Last Updated on May 5, 2015, by eNotes Editorial. Word Count: 614
“Surprised by Joy” is a short lyric written in the form of a sonnet about a person who continues to grieve over the death of a loved one. Late in life, William Wordsworth told a friend that the “Thee” to whom he refers in line 3 was his daughter Catherine, who died in June of 1812. He also may have been thinking of his son Thomas, who died later that year. Wordsworth meditates on this dramatic and highly emotional experience in such a way that his meditation also becomes a dramatic and significant experience in itself. (Most readers find it necessary to read this poem several times before its time scheme and its implications become clear.) The poem opens with the poet describing a vivid, past experience: He had a joyful thought. “Joy” is an important word to Wordsworth and can suggest not only a happy feeling but also a life-giving, mind-altering, deeply emotional, and profound sense of harmony and well-being. A moment of such joy “surprised” the poet, implying that it came suddenly and without warning. It surprised him (as the reader understands from the rest of the poem) because, previously, he had not been joyful.
After being surprised by joy, the poet turned with impatience to share his new and highly emotional state of mind (his “transport”). As illustrated elsewhere in his work, when Wordsworth feels a joy, he often wishes to communicate with someone else. The phrase “impatient as the Wind” implies that he turned quickly, forcefully, and thoughtlessly to someone he assumed was standing beside him, a person who had often stood beside him in the past as his daughter must have done. However, when he turned joyfully to his daughter, he realized she was not there to share his emotion because she was dead. The poem breaks into an exclamation (“Oh!”) to communicate the excruciating pang of sorrow Wordsworth felt at that time in the past and also the emotion he feels when he thinks about it later as he writes this poem. He had turned to share his joy with “Thee” in vain because, as he knew and still knows, she is buried in a tomb that is both “silent” (she cannot hear her father) and beyond “vicissitude” (she has been removed from the change or mutability of mortal life).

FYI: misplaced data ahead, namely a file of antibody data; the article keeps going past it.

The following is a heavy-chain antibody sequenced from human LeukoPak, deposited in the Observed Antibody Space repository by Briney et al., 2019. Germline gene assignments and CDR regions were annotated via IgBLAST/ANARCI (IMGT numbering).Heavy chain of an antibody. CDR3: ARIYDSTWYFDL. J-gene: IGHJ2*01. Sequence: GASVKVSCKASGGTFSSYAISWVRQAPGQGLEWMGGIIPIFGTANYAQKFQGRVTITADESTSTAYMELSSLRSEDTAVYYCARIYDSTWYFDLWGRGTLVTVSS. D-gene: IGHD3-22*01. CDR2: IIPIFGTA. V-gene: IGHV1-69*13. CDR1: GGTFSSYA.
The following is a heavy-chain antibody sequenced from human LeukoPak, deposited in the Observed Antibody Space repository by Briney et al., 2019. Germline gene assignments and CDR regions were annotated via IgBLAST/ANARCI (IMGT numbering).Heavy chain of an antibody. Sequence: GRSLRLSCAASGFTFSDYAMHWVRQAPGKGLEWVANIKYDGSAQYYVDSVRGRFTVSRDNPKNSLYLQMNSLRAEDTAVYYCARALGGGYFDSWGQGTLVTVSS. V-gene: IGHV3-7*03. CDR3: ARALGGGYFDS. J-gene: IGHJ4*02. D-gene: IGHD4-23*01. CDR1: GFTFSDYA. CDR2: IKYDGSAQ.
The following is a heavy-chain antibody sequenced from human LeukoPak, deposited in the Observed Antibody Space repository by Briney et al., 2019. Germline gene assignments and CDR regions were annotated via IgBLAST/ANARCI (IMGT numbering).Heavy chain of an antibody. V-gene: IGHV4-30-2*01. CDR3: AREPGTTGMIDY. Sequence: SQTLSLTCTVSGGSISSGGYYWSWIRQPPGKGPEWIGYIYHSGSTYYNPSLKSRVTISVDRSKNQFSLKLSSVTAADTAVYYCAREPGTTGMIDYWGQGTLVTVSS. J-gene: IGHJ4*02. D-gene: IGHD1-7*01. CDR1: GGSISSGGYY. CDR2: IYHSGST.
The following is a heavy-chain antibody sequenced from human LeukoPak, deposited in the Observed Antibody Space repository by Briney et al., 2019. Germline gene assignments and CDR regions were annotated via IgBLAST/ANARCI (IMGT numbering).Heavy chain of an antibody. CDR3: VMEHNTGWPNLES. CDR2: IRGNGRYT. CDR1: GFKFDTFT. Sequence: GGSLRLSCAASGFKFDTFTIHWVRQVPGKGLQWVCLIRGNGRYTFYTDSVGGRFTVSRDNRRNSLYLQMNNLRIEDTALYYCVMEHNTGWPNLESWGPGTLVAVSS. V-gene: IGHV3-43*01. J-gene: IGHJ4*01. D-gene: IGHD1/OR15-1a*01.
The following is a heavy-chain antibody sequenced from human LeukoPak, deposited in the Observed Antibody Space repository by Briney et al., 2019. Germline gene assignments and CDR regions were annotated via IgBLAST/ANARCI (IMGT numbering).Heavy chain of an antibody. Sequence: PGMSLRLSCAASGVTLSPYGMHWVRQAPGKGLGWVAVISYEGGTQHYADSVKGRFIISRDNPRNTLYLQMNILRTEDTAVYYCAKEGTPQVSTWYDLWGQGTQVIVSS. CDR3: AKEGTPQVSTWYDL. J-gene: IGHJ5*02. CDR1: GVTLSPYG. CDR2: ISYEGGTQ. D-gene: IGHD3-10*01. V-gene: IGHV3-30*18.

Lines 5-9 can be read either as a report of the poet’s original experience or as his later thoughts about that experience. Either way, Wordsworth tells the reader that his “faithful love” (not just a momentary feeling) is what made him think of his daughter. Why the poet should insist on his faithfulness becomes clear in the next three lines: He feels guilty. He asks how he could have been so unfaithful as to have forgotten the “most grievous loss” of his dear daughter even for a moment, for “the least division of an hour,” for a unit of time long enough for him to have had a joyful thought. Although his daughter is now beyond vicissitude, the poet laments his own changeable nature. He does not answer his question, but he seems to hope that his unfaithfulness will somehow be excused. Remembering his daughter proves his “faithful love.” Beginning with the middle of line 9, the later, more meditative Wordsworth reflects on his earlier experience. “That thought’s return” (that is, suddenly recalling that his daughter was dead) once caused a pang second only to the one he felt when he first learned she had died. In all cases, he is affected not only because a loved one is dead but also because he has lost the thing he loved more than anything else (“my heart’s best treasure”).
Last Updated on May 5, 2015, by eNotes Editorial. Word Count: 588
“Surprised by Joy” is a fourteen-line Italian sonnet, though Wordsworth somewhat modifies its traditional form. The usual break in sense...
(The entire section contains 1202 words.)
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